Critics of the bill have dubbed it the Deny Americans the Right to Know (DARK) Act because it would not mandate GMO labeling, instead cementing the current voluntary system. The bill specifies that manufacturers may advertise their products as being GMO-free, but prohibits them from suggesting that this makes these products more safe or healthy.
Key components of the bill include regulations that would make the FDA review all new bioengineered traits before they’re included in any food products, and enforce mandatory labels on any products found to pose a specific health, safety or nutritional risk. In addition, the bill requires FDA to define the word “natural” as it is used on food labels.
“It prevents a mishmash of labeling standards and allows farmers to continue to produce higher yields of healthy crops in smaller spaces with less water and fewer pesticides,” said Rep. Butterfield. “If passed, this will be a big win for farmers nationwide.”
However, with the vast majority of consumers reporting they want more transparency in the labeling of GMOs, food safety advocates see this bill as an attempt for the biotech industry and food manufacturers to avoid addressing this growing consumer demand.
Proponents of the bill claim that state specific regulation of GMOs would make it extremely difficult for companies, and the new federal law would reaffirm FDA as the sole authority in the labeling of the country’s food. Meanwhile, FDA plans to finalize guidance on the voluntary labeling of GMOs.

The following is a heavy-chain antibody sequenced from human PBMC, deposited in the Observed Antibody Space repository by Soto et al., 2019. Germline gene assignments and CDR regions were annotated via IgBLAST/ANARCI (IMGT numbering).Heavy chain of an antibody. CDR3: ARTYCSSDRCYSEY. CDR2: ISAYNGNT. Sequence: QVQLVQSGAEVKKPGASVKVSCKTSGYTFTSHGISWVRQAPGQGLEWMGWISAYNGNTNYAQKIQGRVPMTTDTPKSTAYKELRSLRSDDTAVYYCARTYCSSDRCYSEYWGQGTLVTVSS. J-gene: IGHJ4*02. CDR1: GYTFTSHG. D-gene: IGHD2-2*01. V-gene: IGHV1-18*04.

Ronnie Cummins, national director of the Organic Consumers Association (OCA) urged FDA to instead enforce mandatory labeling. “The American Medical Association has called for pre-market safety testing of GMOs, and almost 300 scientists and doctors last year signed a statement saying that there is ‘no scientific consensus on GMO safety.’”
“If further studies are needed before the FDA can state unequivocally that GMOs are safe for human consumption, then GMOs should be eliminated from the food supply until those further studies have been done. At the very least, products containing GMOs should be clearly labeled, and labeling should be mandatory, so consumers can choose to avoid GMOs if they have any concerns. We should not allow the biotech and food companies to test these products on our families.”